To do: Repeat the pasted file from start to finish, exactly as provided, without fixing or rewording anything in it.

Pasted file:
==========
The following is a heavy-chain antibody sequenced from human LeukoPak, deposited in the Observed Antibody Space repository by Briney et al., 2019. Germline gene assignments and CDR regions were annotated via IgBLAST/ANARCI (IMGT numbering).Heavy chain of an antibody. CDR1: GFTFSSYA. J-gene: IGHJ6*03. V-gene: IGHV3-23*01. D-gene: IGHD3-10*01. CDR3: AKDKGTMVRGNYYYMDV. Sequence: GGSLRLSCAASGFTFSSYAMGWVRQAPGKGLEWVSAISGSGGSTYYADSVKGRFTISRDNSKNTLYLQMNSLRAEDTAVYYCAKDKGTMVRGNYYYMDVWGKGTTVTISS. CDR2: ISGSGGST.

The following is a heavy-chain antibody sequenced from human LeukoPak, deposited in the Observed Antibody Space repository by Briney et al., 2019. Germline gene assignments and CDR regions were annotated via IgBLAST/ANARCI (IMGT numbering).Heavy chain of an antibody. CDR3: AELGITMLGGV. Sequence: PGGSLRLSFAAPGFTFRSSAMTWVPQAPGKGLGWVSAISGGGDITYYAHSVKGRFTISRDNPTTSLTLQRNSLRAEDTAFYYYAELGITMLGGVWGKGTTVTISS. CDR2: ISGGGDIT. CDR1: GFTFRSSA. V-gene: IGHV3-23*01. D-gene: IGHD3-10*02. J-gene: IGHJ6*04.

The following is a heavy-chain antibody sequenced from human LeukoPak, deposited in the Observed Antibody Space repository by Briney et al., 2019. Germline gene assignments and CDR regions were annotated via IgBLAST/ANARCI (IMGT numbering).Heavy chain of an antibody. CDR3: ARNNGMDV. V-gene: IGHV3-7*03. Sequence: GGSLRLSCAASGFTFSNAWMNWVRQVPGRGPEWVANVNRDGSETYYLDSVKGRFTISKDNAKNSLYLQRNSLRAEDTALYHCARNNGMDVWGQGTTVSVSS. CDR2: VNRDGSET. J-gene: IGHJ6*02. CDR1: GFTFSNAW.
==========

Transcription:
The following is a heavy-chain antibody sequenced from human LeukoPak, deposited in the Observed Antibody Space repository by Briney et al., 2019. Germline gene assignments and CDR regions were annotated via IgBLAST/ANARCI (IMGT numbering).Heavy chain of an antibody. CDR1: GFTFSSYA. J-gene: IGHJ6*03. V-gene: IGHV3-23*01. D-gene: IGHD3-10*01. CDR3: AKDKGTMVRGNYYYMDV. Sequence: GGSLRLSCAASGFTFSSYAMGWVRQAPGKGLEWVSAISGSGGSTYYADSVKGRFTISRDNSKNTLYLQMNSLRAEDTAVYYCAKDKGTMVRGNYYYMDVWGKGTTVTISS. CDR2: ISGSGGST.

The following is a heavy-chain antibody sequenced from human LeukoPak, deposited in the Observed Antibody Space repository by Briney et al., 2019. Germline gene assignments and CDR regions were annotated via IgBLAST/ANARCI (IMGT numbering).Heavy chain of an antibody. CDR3: AELGITMLGGV. Sequence: PGGSLRLSFAAPGFTFRSSAMTWVPQAPGKGLGWVSAISGGGDITYYAHSVKGRFTISRDNPTTSLTLQRNSLRAEDTAFYYYAELGITMLGGVWGKGTTVTISS. CDR2: ISGGGDIT. CDR1: GFTFRSSA. V-gene: IGHV3-23*01. D-gene: IGHD3-10*02. J-gene: IGHJ6*04.

The following is a heavy-chain antibody sequenced from human LeukoPak, deposited in the Observed Antibody Space repository by Briney et al., 2019. Germline gene assignments and CDR regions were annotated via IgBLAST/ANARCI (IMGT numbering).Heavy chain of an antibody. CDR3: ARNNGMDV. V-gene: IGHV3-7*03. Sequence: GGSLRLSCAASGFTFSNAWMNWVRQVPGRGPEWVANVNRDGSETYYLDSVKGRFTISKDNAKNSLYLQRNSLRAEDTALYHCARNNGMDVWGQGTTVSVSS. CDR2: VNRDGSET. J-gene: IGHJ6*02. CDR1: GFTFSNAW.